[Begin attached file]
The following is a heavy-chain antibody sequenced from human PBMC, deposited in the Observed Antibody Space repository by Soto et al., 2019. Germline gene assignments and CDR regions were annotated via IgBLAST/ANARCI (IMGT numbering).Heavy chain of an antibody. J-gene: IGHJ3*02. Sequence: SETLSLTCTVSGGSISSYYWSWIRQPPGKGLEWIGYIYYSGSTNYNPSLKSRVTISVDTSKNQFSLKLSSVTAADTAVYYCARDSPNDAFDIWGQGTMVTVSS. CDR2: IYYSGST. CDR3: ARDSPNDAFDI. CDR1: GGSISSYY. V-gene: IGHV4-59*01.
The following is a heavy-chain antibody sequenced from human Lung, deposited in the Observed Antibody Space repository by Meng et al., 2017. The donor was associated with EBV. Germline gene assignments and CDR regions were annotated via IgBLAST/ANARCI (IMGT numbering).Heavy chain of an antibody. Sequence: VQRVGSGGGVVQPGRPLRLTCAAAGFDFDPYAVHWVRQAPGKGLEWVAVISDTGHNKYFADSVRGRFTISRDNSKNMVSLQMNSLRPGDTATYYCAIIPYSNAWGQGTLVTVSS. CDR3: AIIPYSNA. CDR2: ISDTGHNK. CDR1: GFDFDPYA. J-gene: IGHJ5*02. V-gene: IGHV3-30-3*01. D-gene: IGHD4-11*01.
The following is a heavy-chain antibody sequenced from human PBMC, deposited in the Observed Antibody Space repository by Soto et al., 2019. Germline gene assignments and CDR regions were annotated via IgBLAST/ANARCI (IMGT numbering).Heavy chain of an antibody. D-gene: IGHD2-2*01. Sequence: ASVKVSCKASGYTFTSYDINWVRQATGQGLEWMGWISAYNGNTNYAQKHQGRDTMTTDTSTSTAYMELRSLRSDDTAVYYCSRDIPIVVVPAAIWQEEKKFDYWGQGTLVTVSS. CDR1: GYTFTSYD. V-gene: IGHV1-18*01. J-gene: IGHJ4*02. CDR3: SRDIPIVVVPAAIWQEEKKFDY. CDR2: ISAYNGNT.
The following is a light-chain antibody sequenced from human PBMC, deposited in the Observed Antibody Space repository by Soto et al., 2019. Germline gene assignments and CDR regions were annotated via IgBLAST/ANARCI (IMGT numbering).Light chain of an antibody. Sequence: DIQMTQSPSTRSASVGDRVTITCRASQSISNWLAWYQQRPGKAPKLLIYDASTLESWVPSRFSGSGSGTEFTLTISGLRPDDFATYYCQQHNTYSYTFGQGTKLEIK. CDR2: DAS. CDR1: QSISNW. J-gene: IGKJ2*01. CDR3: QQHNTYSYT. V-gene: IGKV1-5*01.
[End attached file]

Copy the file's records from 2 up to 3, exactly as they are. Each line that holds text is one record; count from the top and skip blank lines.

The following is a heavy-chain antibody sequenced from human Lung, deposited in the Observed Antibody Space repository by Meng et al., 2017. The donor was associated with EBV. Germline gene assignments and CDR regions were annotated via IgBLAST/ANARCI (IMGT numbering).Heavy chain of an antibody. Sequence: VQRVGSGGGVVQPGRPLRLTCAAAGFDFDPYAVHWVRQAPGKGLEWVAVISDTGHNKYFADSVRGRFTISRDNSKNMVSLQMNSLRPGDTATYYCAIIPYSNAWGQGTLVTVSS. CDR3: AIIPYSNA. CDR2: ISDTGHNK. CDR1: GFDFDPYA. J-gene: IGHJ5*02. V-gene: IGHV3-30-3*01. D-gene: IGHD4-11*01.
The following is a heavy-chain antibody sequenced from human PBMC, deposited in the Observed Antibody Space repository by Soto et al., 2019. Germline gene assignments and CDR regions were annotated via IgBLAST/ANARCI (IMGT numbering).Heavy chain of an antibody. D-gene: IGHD2-2*01. Sequence: ASVKVSCKASGYTFTSYDINWVRQATGQGLEWMGWISAYNGNTNYAQKHQGRDTMTTDTSTSTAYMELRSLRSDDTAVYYCSRDIPIVVVPAAIWQEEKKFDYWGQGTLVTVSS. CDR1: GYTFTSYD. V-gene: IGHV1-18*01. J-gene: IGHJ4*02. CDR3: SRDIPIVVVPAAIWQEEKKFDY. CDR2: ISAYNGNT.